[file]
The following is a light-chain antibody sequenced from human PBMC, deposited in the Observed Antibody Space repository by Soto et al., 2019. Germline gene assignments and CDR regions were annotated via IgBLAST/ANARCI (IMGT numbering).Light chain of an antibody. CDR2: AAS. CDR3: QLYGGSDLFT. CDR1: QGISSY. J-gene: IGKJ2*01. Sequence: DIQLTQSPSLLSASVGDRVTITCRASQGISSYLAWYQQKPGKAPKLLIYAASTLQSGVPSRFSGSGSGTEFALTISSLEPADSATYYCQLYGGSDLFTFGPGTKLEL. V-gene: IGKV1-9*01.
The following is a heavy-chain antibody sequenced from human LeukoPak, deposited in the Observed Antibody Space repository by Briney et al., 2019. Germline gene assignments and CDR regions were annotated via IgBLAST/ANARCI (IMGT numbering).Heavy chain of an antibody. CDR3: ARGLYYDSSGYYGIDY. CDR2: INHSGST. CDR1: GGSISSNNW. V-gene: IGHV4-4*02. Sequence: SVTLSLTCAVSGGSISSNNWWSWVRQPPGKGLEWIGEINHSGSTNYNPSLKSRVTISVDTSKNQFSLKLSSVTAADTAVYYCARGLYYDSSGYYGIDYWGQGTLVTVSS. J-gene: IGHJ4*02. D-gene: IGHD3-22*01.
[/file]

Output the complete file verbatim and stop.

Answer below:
The following is a light-chain antibody sequenced from human PBMC, deposited in the Observed Antibody Space repository by Soto et al., 2019. Germline gene assignments and CDR regions were annotated via IgBLAST/ANARCI (IMGT numbering).Light chain of an antibody. CDR2: AAS. CDR3: QLYGGSDLFT. CDR1: QGISSY. J-gene: IGKJ2*01. Sequence: DIQLTQSPSLLSASVGDRVTITCRASQGISSYLAWYQQKPGKAPKLLIYAASTLQSGVPSRFSGSGSGTEFALTISSLEPADSATYYCQLYGGSDLFTFGPGTKLEL. V-gene: IGKV1-9*01.
The following is a heavy-chain antibody sequenced from human LeukoPak, deposited in the Observed Antibody Space repository by Briney et al., 2019. Germline gene assignments and CDR regions were annotated via IgBLAST/ANARCI (IMGT numbering).Heavy chain of an antibody. CDR3: ARGLYYDSSGYYGIDY. CDR2: INHSGST. CDR1: GGSISSNNW. V-gene: IGHV4-4*02. Sequence: SVTLSLTCAVSGGSISSNNWWSWVRQPPGKGLEWIGEINHSGSTNYNPSLKSRVTISVDTSKNQFSLKLSSVTAADTAVYYCARGLYYDSSGYYGIDYWGQGTLVTVSS. J-gene: IGHJ4*02. D-gene: IGHD3-22*01.